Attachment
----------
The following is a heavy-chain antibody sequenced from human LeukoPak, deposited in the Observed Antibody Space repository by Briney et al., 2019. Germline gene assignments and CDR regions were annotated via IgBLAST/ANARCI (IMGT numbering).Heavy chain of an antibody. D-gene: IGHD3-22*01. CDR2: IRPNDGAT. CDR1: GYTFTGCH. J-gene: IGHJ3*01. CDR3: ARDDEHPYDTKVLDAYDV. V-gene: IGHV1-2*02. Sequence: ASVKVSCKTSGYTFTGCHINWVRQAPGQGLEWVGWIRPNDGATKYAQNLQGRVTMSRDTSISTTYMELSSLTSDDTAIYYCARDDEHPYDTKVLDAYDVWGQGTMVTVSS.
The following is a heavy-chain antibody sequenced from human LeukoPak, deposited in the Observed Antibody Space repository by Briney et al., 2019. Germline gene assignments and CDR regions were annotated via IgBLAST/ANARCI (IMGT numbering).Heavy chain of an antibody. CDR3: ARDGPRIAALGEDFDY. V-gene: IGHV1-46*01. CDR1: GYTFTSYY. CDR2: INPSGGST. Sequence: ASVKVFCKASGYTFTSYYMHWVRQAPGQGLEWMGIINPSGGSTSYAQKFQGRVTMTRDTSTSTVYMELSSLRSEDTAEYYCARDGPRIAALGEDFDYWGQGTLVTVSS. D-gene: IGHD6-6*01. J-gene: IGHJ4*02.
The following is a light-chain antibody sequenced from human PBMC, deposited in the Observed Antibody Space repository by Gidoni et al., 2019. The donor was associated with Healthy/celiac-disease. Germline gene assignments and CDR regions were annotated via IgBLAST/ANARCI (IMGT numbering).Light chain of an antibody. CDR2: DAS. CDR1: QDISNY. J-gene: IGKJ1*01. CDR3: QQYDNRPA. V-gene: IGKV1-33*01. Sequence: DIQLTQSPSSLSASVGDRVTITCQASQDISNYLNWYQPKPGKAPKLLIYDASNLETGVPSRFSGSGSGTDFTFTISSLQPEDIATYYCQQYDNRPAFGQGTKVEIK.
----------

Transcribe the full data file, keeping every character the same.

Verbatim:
The following is a heavy-chain antibody sequenced from human LeukoPak, deposited in the Observed Antibody Space repository by Briney et al., 2019. Germline gene assignments and CDR regions were annotated via IgBLAST/ANARCI (IMGT numbering).Heavy chain of an antibody. D-gene: IGHD3-22*01. CDR2: IRPNDGAT. CDR1: GYTFTGCH. J-gene: IGHJ3*01. CDR3: ARDDEHPYDTKVLDAYDV. V-gene: IGHV1-2*02. Sequence: ASVKVSCKTSGYTFTGCHINWVRQAPGQGLEWVGWIRPNDGATKYAQNLQGRVTMSRDTSISTTYMELSSLTSDDTAIYYCARDDEHPYDTKVLDAYDVWGQGTMVTVSS.
The following is a heavy-chain antibody sequenced from human LeukoPak, deposited in the Observed Antibody Space repository by Briney et al., 2019. Germline gene assignments and CDR regions were annotated via IgBLAST/ANARCI (IMGT numbering).Heavy chain of an antibody. CDR3: ARDGPRIAALGEDFDY. V-gene: IGHV1-46*01. CDR1: GYTFTSYY. CDR2: INPSGGST. Sequence: ASVKVFCKASGYTFTSYYMHWVRQAPGQGLEWMGIINPSGGSTSYAQKFQGRVTMTRDTSTSTVYMELSSLRSEDTAEYYCARDGPRIAALGEDFDYWGQGTLVTVSS. D-gene: IGHD6-6*01. J-gene: IGHJ4*02.
The following is a light-chain antibody sequenced from human PBMC, deposited in the Observed Antibody Space repository by Gidoni et al., 2019. The donor was associated with Healthy/celiac-disease. Germline gene assignments and CDR regions were annotated via IgBLAST/ANARCI (IMGT numbering).Light chain of an antibody. CDR2: DAS. CDR1: QDISNY. J-gene: IGKJ1*01. CDR3: QQYDNRPA. V-gene: IGKV1-33*01. Sequence: DIQLTQSPSSLSASVGDRVTITCQASQDISNYLNWYQPKPGKAPKLLIYDASNLETGVPSRFSGSGSGTDFTFTISSLQPEDIATYYCQQYDNRPAFGQGTKVEIK.